Olivier de Clermont-Tonnerre, chief strategy and corporate development officer at China National BlueStar (Group) Co Ltd. (China Daily)
Clermont-Tonnerre aligns BlueStar's chemical expertise with national quest for quality of growth
Mergers and acquisitions, or M&As, are akin to raising a child－they take time and require wisdom. That is the philosophy of Olivier de Clermont-Tonnerre, 66, chief strategy and corporate development officer at China National BlueStar (Group) Co Ltd, which is engaged in new chemical materials and animal nutrition.
The Frenchman must know－he is an expert in cross-border M&As, and has been involved in many such deals featuring Chinese companies.
The mild-mannered, charismatic corporate executive believes in preserving and synthesizing corporate cultures of companies that merge or are involved in acquisitions.
So spectacular is his track record in effecting successful M&As in a way that strengthens local industry and boosts economic growth that the Chinese government included him among this year's Friendship Award winners.
"I'm very proud (to receive the award) as it is given to only a select few, all experts from different sectors," said Clermont-Tonnerre, sitting in a meeting room at the company's Beijing headquarters.
He joined BlueStar, a subsidiary of China National Chemical Corporation, or ChemChina, in 2007. He now holds the additional post of director, which means he spends loads of time trying to strengthen the company in every conceivable way.
He has been instrumental in BlueStar's acquisition of Rhodia Silicones, Elkem and REC Solar and founding of BlueStar Silicones International or BSI, all major deals that helped consolidate the company's silicone business worldwide.
"The most important part of the acquisition is to make sure that the management of the target company is supporting the vision you have. And we cooperate fully in order to create one company from two different cultures and two different backgrounds," he said.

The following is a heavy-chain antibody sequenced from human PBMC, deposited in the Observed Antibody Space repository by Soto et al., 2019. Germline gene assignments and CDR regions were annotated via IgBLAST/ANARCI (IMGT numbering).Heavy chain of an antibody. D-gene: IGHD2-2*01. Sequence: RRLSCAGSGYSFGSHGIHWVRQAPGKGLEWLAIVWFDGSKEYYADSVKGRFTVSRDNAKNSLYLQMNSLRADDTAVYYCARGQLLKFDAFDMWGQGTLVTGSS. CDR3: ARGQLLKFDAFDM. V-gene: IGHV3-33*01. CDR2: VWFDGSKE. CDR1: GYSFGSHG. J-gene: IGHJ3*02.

The post-merger integration is the most difficult part to manage, he said. "Making an acquisition takes time. But integrating a company into a totally 'new baby', which is the combination of your own business and the business your acquired, is most difficult."
Adept at integrating managements and cultures, he also participated in ChemChina's billion takeover of Swiss agrochemical giant Syngenta AG. It remains China's biggest foreign acquisition to date.
Chinese companies including State-owned enterprises or SOEs have to tread the path of overseas M&As with care and caution, he said.
Companies must "pay a premium" to acquire leading companies with good technology and management. They must focus on their core business, their strengths, rather than using M&As to diversify, he said.
"Chinese companies need to target strong, not troubled, companies. Sometimes, Chinese companies acquire French firms that are in serious trouble. It's almost impossible for Chinese managers in China, which is so far away from France, to fix the problems.
"Don't only look at the assets and the plants. Make sure they have strong management, customer recognition, technology or know-how and cost competitiveness."
Asked about his views of the Chinese economy, Clermont-Tonnerre said: "It's obviously amazing. I admire how the huge country ensures it has the necessary infrastructure, energy, water and raw material supplies in order to sustain, year after year, the growth rate of about 7 percent.